Sunday, 25 December 2016

Christmas Sermon 2016

Midnight Communion, Christmas Eve 2016
St John the Baptist, Guilden Sutton
Isaiah 52.7-10   Hebrews 1.1-4   John 1.1-14

‘Silent night’ is regularly voted to be the nation’s favourite carol. The melody has a simple beauty and combined with the words a sense of stillness and rest is created. Or to put it another way, not a lot is happening. Light is shining and angels are singing, but at the centre is pure calm – the ideal baby, fast asleep.

Perhaps that is part of its appeal. In the middle of hectic lives it is a sign of those moments when we get some respite and relaxation before the baby awakes (whatever the baby may be for us) and the normal demands of life resume.

But is that really the sum total of the glad tidings of great joy this Christmas? Thank God we get a break in the middle of winter. A Christmas which doesn’t actually change anything but just provides a pause, like when the British and German forces ceased fire to play football together on 25th December 1914.

We heard Isaiah promise something different: ‘The Lord will lay bare his holy arm in the sight of all the nations’. That appears to be an image of action, a rolling up of the sleeves, a flexing of the muscles, then getting involved to sort out the mess in the world. If only God could intervene like that at Christmas wouldn’t it be more helpful than a static nativity scene?

We tend to like intervention and we wish we could do it better – more efficiently and more clinically. We’re at the end of a year when the report of the Iraq Inquiry has at last been published, alerting us to the danger of being too ready to intervene, too ill-informed, too unprepared. But it has also been a year of watching as thousands are killed in Syria and of wondering why no-one is able or willing to go in and stop it. 

If only we had comprehensive real-time intelligence, surgically precise instruments and supernatural foresight. Wouldn’t the perfect strategy then be possible? And isn’t that what the bare, holy arm of the Lord ought to be able to plan and execute? 

Sometimes the Christmas story is told in ways which sound a bit like this. God who up until now had been in heaven finally comes down to earth. He sets in motion his rescue plan. He breaks in and gets involved.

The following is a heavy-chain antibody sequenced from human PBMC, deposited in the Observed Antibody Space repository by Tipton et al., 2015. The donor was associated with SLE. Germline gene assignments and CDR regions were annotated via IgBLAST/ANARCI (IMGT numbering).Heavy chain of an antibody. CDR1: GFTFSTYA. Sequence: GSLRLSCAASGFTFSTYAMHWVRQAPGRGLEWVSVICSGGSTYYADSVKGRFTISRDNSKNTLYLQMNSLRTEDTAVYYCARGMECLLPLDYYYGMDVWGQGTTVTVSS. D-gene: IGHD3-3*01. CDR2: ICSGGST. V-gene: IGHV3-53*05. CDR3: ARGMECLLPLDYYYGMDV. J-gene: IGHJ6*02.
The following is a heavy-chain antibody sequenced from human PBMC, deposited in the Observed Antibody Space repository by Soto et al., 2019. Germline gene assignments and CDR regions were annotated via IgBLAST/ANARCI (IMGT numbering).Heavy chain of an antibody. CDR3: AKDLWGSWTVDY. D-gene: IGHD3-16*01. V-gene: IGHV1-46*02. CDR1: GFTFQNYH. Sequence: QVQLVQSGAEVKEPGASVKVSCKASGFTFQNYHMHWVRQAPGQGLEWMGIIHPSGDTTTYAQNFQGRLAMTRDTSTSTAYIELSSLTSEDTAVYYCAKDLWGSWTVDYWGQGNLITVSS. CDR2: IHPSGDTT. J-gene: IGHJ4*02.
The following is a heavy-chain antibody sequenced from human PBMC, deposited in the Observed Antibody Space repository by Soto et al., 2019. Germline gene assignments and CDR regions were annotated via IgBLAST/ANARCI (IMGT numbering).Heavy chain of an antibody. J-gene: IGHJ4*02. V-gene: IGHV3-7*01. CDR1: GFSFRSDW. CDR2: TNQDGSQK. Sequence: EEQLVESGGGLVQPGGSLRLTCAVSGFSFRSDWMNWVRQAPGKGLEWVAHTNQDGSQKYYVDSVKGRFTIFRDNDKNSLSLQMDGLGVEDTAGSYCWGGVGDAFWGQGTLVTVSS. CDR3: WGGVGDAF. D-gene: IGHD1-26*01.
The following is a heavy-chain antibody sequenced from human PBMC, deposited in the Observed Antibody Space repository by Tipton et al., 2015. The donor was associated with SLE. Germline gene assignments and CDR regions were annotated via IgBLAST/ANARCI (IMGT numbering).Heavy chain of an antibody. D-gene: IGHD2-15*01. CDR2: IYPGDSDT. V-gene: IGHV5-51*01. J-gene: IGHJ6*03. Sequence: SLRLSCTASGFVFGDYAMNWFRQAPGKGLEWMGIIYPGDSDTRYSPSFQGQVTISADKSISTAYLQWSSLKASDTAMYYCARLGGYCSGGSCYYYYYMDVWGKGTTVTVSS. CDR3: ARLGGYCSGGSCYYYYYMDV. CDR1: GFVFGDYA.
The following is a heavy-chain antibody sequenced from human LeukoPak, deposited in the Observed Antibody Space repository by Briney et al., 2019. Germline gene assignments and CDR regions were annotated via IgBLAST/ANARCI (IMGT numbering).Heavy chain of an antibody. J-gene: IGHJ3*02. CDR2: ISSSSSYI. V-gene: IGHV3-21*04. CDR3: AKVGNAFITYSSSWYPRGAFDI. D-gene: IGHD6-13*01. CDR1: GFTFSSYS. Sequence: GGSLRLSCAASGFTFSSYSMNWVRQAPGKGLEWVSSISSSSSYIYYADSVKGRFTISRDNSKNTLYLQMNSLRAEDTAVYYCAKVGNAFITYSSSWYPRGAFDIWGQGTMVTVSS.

The limitation of this kind of language is the suggestion that before the incarnation God had been holding himself back. He had kept himself to himself. He hadn’t been as outgoing as he could have been.

John begins his Gospel by contradicting exactly this. In the beginning was the Word, and the Word was with God, and the Word was God. God expresses himself, and when he speaks it just pours out. And what pours out is the whole infinite fullness which is God. It is God’s nature and life and being, as God, even before we think about the world, to give himself. He holds nothing back. He places his life into the hands of another, and as that other he gives back in return. He is the giver, the gift and the giving itself, all at once.

It’s heady stuff. And it’s no wonder, if that is what God is like, that it doesn’t all stop at God. He creates a world, a universe and more. It’s a world which is not God, and yet a world so infused with the poured out Word, so full of God, that you can’t draw a line where God ends and where the world begins.

The world has never had a shortage of God. What it has lacked is the will to give itself away in return. That’s why in carol services we speak of the tale of the loving purposes of God from the first days of our disobedience. God has been patiently present, heard in many and various ways, as the writer to the Hebrews says, kindling faith, drawing a people out of themselves towards love of God and of neighbour.